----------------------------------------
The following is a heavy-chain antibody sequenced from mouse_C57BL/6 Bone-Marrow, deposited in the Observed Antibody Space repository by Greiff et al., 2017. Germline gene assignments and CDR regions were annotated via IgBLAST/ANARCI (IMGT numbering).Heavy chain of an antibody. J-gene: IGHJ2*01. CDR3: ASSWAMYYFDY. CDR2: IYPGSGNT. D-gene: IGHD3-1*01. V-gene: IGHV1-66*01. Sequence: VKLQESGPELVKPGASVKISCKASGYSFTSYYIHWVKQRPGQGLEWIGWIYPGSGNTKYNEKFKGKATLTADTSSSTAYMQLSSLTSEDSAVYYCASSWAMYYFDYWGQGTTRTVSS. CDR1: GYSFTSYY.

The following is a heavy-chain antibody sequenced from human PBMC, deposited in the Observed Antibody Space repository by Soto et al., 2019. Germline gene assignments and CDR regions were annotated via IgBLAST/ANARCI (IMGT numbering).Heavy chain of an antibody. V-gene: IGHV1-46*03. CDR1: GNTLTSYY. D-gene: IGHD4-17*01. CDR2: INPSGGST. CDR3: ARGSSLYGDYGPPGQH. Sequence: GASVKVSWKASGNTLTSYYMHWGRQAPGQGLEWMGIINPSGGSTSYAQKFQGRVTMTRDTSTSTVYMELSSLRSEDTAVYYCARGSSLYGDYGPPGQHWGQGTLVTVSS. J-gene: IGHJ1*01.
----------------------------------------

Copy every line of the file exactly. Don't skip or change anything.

The following is a heavy-chain antibody sequenced from mouse_C57BL/6 Bone-Marrow, deposited in the Observed Antibody Space repository by Greiff et al., 2017. Germline gene assignments and CDR regions were annotated via IgBLAST/ANARCI (IMGT numbering).Heavy chain of an antibody. J-gene: IGHJ2*01. CDR3: ASSWAMYYFDY. CDR2: IYPGSGNT. D-gene: IGHD3-1*01. V-gene: IGHV1-66*01. Sequence: VKLQESGPELVKPGASVKISCKASGYSFTSYYIHWVKQRPGQGLEWIGWIYPGSGNTKYNEKFKGKATLTADTSSSTAYMQLSSLTSEDSAVYYCASSWAMYYFDYWGQGTTRTVSS. CDR1: GYSFTSYY.

The following is a heavy-chain antibody sequenced from human PBMC, deposited in the Observed Antibody Space repository by Soto et al., 2019. Germline gene assignments and CDR regions were annotated via IgBLAST/ANARCI (IMGT numbering).Heavy chain of an antibody. V-gene: IGHV1-46*03. CDR1: GNTLTSYY. D-gene: IGHD4-17*01. CDR2: INPSGGST. CDR3: ARGSSLYGDYGPPGQH. Sequence: GASVKVSWKASGNTLTSYYMHWGRQAPGQGLEWMGIINPSGGSTSYAQKFQGRVTMTRDTSTSTVYMELSSLRSEDTAVYYCARGSSLYGDYGPPGQHWGQGTLVTVSS. J-gene: IGHJ1*01.